It is now firmly established that human activity is the cause of global warming. The temperature’s rise is extraordinarily rapid and is accompanied by acidification of our oceans, which threatens the habitability of the Earth. The poorest among us will be the hardest hit. We can’t undo the warming that has already happened, but our actions—both collectively and individually—will determine how much more warming will occur.
As an institution in the service of the common good, Bowdoin has a responsibility to limit its carbon footprint. As such, Bowdoin’s administration, faculty, students and staff must be stewards of the planet. The College’s investments in solar arrays on and off campus, the energy efficient Roux Center and the super?insulated new dorms are all good steps toward this goal.
However, the community needs to continue to ensure that new structures are built only when necessary and have the lowest possible carbon emissions. Low carbon buildings are good for the planet and good for the College’s long term well being. College buildings are long?lived and over time, low carbon footprints save money.
Despite this, the proposed expansion of the Schiller Coastal Studies Center lacks a solar component. Mills Hall is still being designed, but there is not yet evidence that it will be a low carbon emitter. Low carbon footprints should be a given for every new structure and included in their design and budget.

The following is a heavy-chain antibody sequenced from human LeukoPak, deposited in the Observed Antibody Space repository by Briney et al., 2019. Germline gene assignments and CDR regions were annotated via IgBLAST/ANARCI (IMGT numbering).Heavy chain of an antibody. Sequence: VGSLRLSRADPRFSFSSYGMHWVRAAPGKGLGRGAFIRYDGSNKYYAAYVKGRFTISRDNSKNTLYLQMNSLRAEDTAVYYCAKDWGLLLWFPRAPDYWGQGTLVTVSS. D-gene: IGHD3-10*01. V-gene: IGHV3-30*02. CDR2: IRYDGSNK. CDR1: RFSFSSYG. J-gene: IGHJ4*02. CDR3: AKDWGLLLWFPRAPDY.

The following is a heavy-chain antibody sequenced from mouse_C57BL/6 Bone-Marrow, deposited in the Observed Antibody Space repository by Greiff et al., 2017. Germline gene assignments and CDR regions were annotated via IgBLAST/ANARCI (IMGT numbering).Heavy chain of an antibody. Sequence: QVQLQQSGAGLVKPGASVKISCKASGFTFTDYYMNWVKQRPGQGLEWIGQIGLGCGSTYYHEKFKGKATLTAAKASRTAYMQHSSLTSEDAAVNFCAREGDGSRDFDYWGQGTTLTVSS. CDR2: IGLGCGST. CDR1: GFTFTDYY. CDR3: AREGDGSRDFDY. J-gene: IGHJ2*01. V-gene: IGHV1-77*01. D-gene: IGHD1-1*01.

Thanks to former President Mills’s leadership, Bowdoin is carbon neutral, now and forever. But this was only achieved by purchasing carbon offsets–we are buying the right to pollute from others who have chosen not to. Going forward, every fossil?fuel kilowatt?hour we will use to heat a building costs the College twice: We have to buy it from the power company, and we have to buy an offset.
At this moment, while we are in the planning stages of multiple buildings, we must avoid locking ourselves into high emissions and high costs. We urge everyone at Bowdoin to prioritize reducing carbon emissions and to hold the College to the highest standards of planetary stewardship. It would be particularly unfortunate if a building named for the president who led Bowdoin toward carbon neutrality would instead take the College further away from that goal.
Mark Battle, associate professor of physics
Laura Henry, associate professor of government
Ta Herrera, professor of economics
Bruce Kohorn, Linnanean professor of biology and biochemistry
Madeleine Msall, professor of physics